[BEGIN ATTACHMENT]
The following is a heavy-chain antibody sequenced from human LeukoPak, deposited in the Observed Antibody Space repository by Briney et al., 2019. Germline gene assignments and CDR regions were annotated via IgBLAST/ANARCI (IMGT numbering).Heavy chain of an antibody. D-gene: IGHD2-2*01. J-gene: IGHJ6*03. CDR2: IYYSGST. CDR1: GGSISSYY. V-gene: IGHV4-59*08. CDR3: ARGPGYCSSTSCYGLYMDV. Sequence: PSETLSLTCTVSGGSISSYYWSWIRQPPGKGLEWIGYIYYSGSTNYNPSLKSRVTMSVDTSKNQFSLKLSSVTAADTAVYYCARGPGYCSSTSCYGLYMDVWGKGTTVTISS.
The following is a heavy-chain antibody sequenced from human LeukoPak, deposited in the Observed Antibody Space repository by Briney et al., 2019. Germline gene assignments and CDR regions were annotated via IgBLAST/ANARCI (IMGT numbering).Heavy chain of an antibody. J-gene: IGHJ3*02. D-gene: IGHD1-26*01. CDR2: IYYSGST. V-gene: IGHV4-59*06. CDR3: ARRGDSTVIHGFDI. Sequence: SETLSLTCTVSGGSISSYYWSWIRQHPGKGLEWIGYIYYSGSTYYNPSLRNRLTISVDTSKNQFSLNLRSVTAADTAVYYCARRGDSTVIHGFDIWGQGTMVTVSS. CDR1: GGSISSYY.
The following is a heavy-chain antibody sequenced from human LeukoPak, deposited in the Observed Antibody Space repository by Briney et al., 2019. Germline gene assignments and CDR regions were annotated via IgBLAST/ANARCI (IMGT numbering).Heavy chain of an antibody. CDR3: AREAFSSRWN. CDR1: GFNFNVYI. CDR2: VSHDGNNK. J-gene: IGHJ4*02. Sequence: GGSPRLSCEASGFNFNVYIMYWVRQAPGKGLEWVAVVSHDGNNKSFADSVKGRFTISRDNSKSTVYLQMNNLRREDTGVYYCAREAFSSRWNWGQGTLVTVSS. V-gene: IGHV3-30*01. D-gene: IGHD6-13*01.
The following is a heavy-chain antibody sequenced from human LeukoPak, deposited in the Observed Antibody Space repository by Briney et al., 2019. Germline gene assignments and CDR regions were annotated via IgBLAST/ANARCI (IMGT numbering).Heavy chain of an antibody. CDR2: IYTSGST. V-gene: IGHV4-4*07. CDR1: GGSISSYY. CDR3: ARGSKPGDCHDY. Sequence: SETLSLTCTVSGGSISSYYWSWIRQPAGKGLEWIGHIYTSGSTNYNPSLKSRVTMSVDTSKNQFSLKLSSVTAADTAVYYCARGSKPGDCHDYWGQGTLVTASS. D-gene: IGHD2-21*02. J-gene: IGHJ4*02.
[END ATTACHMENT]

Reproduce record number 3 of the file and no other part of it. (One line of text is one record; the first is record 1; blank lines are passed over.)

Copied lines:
The following is a heavy-chain antibody sequenced from human LeukoPak, deposited in the Observed Antibody Space repository by Briney et al., 2019. Germline gene assignments and CDR regions were annotated via IgBLAST/ANARCI (IMGT numbering).Heavy chain of an antibody. CDR3: AREAFSSRWN. CDR1: GFNFNVYI. CDR2: VSHDGNNK. J-gene: IGHJ4*02. Sequence: GGSPRLSCEASGFNFNVYIMYWVRQAPGKGLEWVAVVSHDGNNKSFADSVKGRFTISRDNSKSTVYLQMNNLRREDTGVYYCAREAFSSRWNWGQGTLVTVSS. V-gene: IGHV3-30*01. D-gene: IGHD6-13*01.